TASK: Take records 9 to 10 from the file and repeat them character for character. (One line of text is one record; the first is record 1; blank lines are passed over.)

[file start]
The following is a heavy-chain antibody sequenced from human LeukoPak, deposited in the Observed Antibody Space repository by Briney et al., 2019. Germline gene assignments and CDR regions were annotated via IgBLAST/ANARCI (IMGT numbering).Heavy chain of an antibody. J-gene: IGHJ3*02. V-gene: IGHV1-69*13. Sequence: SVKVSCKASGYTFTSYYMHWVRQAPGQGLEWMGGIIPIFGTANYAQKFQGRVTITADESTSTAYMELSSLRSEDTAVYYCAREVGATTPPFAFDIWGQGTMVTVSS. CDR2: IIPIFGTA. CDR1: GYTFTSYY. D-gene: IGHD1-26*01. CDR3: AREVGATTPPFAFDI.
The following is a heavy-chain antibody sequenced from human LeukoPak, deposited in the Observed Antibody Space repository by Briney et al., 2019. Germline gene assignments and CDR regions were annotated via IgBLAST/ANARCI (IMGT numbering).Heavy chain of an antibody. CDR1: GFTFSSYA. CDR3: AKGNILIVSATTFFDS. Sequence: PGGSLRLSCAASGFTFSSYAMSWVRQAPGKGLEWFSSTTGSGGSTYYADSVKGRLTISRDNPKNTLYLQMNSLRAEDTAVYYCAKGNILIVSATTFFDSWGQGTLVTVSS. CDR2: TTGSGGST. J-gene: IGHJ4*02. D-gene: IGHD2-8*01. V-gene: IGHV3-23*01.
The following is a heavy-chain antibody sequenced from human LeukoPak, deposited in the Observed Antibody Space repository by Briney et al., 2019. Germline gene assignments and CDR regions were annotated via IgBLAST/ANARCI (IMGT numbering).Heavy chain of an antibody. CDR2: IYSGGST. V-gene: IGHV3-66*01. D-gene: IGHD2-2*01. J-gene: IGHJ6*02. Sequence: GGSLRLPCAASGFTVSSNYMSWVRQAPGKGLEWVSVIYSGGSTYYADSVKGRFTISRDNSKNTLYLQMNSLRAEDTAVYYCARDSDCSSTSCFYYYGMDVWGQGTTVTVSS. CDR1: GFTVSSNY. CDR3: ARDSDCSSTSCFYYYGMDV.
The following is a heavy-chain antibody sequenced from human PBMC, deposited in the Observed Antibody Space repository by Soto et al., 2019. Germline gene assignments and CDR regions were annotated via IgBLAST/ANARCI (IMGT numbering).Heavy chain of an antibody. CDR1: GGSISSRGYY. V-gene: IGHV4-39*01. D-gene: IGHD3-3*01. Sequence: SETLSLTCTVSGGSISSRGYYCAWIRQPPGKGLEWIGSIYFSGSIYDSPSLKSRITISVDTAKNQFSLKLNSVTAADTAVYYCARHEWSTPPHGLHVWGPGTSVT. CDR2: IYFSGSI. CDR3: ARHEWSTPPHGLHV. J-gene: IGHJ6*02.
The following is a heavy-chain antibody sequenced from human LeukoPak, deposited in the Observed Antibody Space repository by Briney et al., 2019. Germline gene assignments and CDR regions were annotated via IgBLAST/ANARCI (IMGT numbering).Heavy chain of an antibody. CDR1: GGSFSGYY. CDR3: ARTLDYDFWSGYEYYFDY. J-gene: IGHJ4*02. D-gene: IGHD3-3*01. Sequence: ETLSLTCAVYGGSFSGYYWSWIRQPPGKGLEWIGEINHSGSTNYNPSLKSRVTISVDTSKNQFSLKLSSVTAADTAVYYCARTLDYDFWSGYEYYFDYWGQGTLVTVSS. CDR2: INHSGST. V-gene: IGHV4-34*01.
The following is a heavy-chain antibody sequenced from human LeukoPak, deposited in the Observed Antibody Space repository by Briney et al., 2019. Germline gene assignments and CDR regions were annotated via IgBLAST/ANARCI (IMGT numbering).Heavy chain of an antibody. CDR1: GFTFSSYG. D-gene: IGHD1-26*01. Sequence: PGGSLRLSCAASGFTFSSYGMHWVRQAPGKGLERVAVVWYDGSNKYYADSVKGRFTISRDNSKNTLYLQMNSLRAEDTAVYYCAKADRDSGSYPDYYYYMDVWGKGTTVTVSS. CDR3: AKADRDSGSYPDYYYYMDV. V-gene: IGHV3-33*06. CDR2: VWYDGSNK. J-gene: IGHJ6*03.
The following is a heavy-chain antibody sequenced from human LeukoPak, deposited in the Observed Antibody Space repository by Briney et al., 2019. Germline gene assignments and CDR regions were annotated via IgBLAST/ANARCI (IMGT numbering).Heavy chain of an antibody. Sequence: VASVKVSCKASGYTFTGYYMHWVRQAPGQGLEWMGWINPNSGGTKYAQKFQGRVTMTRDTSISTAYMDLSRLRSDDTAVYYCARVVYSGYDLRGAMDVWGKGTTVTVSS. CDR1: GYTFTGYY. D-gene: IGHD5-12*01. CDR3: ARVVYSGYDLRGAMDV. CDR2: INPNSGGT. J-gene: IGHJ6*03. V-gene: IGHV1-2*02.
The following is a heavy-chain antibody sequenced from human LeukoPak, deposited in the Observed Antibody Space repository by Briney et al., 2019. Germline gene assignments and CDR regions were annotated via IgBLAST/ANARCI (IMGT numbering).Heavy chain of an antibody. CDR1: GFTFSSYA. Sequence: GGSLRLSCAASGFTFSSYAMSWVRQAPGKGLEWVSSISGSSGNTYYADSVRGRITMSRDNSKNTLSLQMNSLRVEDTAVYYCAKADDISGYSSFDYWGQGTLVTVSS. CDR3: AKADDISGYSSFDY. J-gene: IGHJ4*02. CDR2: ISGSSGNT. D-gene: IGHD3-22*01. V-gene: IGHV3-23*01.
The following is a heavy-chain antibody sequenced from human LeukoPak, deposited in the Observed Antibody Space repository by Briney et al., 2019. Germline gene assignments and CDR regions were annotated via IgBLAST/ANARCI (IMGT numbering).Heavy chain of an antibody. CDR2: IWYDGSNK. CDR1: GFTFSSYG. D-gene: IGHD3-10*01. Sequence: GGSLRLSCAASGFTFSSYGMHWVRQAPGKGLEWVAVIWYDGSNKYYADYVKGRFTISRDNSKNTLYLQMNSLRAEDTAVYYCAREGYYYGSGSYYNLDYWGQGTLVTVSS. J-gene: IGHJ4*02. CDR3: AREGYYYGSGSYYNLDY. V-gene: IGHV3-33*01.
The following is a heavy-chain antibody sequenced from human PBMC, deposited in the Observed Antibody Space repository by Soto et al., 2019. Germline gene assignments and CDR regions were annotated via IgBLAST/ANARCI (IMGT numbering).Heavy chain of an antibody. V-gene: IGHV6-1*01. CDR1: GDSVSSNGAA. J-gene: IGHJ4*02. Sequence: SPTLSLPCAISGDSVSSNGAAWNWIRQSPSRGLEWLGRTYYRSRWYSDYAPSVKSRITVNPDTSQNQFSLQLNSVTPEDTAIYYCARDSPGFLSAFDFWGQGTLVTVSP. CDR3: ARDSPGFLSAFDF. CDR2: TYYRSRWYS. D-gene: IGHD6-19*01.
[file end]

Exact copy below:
The following is a heavy-chain antibody sequenced from human LeukoPak, deposited in the Observed Antibody Space repository by Briney et al., 2019. Germline gene assignments and CDR regions were annotated via IgBLAST/ANARCI (IMGT numbering).Heavy chain of an antibody. CDR2: IWYDGSNK. CDR1: GFTFSSYG. D-gene: IGHD3-10*01. Sequence: GGSLRLSCAASGFTFSSYGMHWVRQAPGKGLEWVAVIWYDGSNKYYADYVKGRFTISRDNSKNTLYLQMNSLRAEDTAVYYCAREGYYYGSGSYYNLDYWGQGTLVTVSS. J-gene: IGHJ4*02. CDR3: AREGYYYGSGSYYNLDY. V-gene: IGHV3-33*01.
The following is a heavy-chain antibody sequenced from human PBMC, deposited in the Observed Antibody Space repository by Soto et al., 2019. Germline gene assignments and CDR regions were annotated via IgBLAST/ANARCI (IMGT numbering).Heavy chain of an antibody. V-gene: IGHV6-1*01. CDR1: GDSVSSNGAA. J-gene: IGHJ4*02. Sequence: SPTLSLPCAISGDSVSSNGAAWNWIRQSPSRGLEWLGRTYYRSRWYSDYAPSVKSRITVNPDTSQNQFSLQLNSVTPEDTAIYYCARDSPGFLSAFDFWGQGTLVTVSP. CDR3: ARDSPGFLSAFDF. CDR2: TYYRSRWYS. D-gene: IGHD6-19*01.